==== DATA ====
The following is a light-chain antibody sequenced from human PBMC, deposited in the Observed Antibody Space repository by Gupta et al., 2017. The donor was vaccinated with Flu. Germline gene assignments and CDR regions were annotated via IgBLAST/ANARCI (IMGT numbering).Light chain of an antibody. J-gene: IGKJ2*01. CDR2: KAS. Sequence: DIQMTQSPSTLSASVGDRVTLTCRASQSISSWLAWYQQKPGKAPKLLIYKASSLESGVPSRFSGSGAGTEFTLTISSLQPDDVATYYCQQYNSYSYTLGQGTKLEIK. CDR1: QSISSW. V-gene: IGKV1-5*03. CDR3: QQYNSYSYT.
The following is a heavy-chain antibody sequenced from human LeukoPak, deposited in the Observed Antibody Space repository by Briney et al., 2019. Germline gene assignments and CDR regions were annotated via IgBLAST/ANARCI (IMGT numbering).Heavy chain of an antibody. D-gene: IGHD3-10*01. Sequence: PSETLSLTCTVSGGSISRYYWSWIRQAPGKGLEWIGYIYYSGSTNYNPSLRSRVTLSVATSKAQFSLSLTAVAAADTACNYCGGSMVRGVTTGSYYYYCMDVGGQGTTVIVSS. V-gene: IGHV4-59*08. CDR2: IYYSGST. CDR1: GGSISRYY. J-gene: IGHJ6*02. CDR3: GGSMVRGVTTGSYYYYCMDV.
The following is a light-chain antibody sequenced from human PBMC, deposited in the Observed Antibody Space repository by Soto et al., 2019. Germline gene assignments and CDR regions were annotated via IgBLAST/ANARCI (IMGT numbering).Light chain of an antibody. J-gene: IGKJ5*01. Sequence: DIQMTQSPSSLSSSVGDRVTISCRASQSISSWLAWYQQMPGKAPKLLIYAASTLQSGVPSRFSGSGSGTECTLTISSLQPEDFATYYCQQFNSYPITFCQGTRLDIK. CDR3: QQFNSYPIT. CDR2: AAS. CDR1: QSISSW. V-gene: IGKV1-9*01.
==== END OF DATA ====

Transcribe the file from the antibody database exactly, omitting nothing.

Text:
The following is a light-chain antibody sequenced from human PBMC, deposited in the Observed Antibody Space repository by Gupta et al., 2017. The donor was vaccinated with Flu. Germline gene assignments and CDR regions were annotated via IgBLAST/ANARCI (IMGT numbering).Light chain of an antibody. J-gene: IGKJ2*01. CDR2: KAS. Sequence: DIQMTQSPSTLSASVGDRVTLTCRASQSISSWLAWYQQKPGKAPKLLIYKASSLESGVPSRFSGSGAGTEFTLTISSLQPDDVATYYCQQYNSYSYTLGQGTKLEIK. CDR1: QSISSW. V-gene: IGKV1-5*03. CDR3: QQYNSYSYT.
The following is a heavy-chain antibody sequenced from human LeukoPak, deposited in the Observed Antibody Space repository by Briney et al., 2019. Germline gene assignments and CDR regions were annotated via IgBLAST/ANARCI (IMGT numbering).Heavy chain of an antibody. D-gene: IGHD3-10*01. Sequence: PSETLSLTCTVSGGSISRYYWSWIRQAPGKGLEWIGYIYYSGSTNYNPSLRSRVTLSVATSKAQFSLSLTAVAAADTACNYCGGSMVRGVTTGSYYYYCMDVGGQGTTVIVSS. V-gene: IGHV4-59*08. CDR2: IYYSGST. CDR1: GGSISRYY. J-gene: IGHJ6*02. CDR3: GGSMVRGVTTGSYYYYCMDV.
The following is a light-chain antibody sequenced from human PBMC, deposited in the Observed Antibody Space repository by Soto et al., 2019. Germline gene assignments and CDR regions were annotated via IgBLAST/ANARCI (IMGT numbering).Light chain of an antibody. J-gene: IGKJ5*01. Sequence: DIQMTQSPSSLSSSVGDRVTISCRASQSISSWLAWYQQMPGKAPKLLIYAASTLQSGVPSRFSGSGSGTECTLTISSLQPEDFATYYCQQFNSYPITFCQGTRLDIK. CDR3: QQFNSYPIT. CDR2: AAS. CDR1: QSISSW. V-gene: IGKV1-9*01.